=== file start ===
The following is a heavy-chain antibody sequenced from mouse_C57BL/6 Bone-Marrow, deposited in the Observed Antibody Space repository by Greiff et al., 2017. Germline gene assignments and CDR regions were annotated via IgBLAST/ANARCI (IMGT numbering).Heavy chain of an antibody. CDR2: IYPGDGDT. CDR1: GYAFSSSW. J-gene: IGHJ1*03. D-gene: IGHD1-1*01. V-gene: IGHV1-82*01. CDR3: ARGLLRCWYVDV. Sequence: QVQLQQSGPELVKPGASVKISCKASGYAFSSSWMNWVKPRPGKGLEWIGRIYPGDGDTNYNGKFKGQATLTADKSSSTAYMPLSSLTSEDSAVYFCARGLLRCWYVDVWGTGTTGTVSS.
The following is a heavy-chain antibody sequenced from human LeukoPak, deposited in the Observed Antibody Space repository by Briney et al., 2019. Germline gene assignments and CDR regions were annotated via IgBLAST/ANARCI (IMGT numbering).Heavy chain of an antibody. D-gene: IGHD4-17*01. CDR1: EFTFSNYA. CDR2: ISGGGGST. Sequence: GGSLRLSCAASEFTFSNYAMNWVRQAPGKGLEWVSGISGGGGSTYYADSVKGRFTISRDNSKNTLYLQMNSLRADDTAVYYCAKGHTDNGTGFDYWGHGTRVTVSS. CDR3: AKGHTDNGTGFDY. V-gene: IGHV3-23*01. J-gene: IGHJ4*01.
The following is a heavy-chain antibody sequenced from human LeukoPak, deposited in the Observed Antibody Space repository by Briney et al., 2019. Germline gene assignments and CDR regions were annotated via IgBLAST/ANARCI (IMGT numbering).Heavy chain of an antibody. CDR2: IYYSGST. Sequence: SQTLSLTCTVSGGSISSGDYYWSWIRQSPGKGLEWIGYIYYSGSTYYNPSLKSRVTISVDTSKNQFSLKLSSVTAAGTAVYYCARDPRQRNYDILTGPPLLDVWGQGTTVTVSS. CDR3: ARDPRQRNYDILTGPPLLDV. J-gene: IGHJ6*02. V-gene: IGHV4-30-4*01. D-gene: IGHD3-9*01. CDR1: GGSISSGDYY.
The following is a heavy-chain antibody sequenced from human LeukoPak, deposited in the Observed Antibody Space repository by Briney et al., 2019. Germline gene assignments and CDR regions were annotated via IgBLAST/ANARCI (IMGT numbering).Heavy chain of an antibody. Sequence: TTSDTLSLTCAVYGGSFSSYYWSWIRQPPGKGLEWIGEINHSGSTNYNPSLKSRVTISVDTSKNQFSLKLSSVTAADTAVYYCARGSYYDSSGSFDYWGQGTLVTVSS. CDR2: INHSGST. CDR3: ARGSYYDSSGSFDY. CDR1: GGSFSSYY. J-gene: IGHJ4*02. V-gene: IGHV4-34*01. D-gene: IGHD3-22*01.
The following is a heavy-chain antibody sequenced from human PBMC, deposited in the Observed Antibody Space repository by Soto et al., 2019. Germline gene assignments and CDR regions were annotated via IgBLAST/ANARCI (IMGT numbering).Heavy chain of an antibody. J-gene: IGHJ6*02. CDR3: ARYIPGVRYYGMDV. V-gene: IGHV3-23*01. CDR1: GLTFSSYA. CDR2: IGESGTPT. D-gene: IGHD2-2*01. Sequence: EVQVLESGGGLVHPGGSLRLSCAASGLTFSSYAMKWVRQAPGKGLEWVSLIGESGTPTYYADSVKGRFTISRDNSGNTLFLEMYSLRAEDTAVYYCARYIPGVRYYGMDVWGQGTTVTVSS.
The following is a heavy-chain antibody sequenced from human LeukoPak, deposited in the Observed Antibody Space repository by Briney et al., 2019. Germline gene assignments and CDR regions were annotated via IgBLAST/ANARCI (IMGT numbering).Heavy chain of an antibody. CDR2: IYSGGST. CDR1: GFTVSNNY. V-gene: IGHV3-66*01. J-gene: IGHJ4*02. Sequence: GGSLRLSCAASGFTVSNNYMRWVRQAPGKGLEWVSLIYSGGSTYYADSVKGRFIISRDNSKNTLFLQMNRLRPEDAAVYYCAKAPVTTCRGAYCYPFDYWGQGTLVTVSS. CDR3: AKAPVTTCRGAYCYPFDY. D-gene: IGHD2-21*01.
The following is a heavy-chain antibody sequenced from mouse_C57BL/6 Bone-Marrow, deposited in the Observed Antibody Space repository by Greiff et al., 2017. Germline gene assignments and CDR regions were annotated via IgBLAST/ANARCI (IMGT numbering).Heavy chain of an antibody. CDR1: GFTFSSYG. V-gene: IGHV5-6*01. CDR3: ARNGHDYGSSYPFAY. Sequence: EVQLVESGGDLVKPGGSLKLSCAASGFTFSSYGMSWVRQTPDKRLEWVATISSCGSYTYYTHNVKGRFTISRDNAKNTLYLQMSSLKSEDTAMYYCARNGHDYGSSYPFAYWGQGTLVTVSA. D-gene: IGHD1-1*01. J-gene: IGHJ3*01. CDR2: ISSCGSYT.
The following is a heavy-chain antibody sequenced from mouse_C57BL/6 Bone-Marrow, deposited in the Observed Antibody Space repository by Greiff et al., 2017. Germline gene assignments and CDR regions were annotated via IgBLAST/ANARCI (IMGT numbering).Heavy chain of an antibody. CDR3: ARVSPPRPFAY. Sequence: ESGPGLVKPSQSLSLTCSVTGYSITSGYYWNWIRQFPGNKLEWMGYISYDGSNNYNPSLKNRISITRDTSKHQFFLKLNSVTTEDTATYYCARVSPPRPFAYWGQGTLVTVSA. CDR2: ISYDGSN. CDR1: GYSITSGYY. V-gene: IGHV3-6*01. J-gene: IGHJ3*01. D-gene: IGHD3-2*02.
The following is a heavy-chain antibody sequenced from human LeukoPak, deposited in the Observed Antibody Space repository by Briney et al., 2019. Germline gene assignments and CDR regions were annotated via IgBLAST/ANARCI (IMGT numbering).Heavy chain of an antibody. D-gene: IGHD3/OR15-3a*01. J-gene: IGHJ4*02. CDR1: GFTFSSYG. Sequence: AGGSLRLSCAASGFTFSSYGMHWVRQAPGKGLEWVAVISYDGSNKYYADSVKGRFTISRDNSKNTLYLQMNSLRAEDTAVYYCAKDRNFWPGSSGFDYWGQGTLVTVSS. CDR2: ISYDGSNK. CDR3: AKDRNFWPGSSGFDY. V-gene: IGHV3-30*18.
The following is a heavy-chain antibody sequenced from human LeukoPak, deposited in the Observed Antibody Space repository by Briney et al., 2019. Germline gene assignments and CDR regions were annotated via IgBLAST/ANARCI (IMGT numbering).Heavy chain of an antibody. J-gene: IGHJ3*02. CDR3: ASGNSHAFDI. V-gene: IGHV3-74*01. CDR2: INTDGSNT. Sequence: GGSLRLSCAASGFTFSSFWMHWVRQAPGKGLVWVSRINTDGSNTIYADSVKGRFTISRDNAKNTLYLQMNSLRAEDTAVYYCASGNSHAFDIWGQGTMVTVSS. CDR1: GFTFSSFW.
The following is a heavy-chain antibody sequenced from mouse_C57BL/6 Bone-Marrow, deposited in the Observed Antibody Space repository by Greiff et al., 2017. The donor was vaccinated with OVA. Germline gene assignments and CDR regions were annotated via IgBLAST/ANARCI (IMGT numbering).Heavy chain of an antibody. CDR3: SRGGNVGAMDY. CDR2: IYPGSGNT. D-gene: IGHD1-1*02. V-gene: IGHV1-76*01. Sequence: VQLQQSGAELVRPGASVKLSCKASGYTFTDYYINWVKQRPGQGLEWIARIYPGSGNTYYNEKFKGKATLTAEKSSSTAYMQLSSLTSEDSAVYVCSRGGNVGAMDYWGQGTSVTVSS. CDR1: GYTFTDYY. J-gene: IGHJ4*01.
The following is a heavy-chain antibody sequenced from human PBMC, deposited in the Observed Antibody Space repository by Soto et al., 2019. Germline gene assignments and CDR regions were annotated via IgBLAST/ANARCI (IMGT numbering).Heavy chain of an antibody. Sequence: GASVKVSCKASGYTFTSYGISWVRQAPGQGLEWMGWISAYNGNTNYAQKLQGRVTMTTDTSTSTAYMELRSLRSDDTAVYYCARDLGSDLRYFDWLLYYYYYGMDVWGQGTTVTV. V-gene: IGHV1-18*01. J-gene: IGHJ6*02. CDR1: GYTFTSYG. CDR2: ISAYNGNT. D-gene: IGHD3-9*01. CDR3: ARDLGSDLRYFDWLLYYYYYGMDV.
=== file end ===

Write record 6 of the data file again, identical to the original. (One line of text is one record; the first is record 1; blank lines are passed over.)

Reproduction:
The following is a heavy-chain antibody sequenced from human LeukoPak, deposited in the Observed Antibody Space repository by Briney et al., 2019. Germline gene assignments and CDR regions were annotated via IgBLAST/ANARCI (IMGT numbering).Heavy chain of an antibody. CDR2: IYSGGST. CDR1: GFTVSNNY. V-gene: IGHV3-66*01. J-gene: IGHJ4*02. Sequence: GGSLRLSCAASGFTVSNNYMRWVRQAPGKGLEWVSLIYSGGSTYYADSVKGRFIISRDNSKNTLFLQMNRLRPEDAAVYYCAKAPVTTCRGAYCYPFDYWGQGTLVTVSS. CDR3: AKAPVTTCRGAYCYPFDY. D-gene: IGHD2-21*01.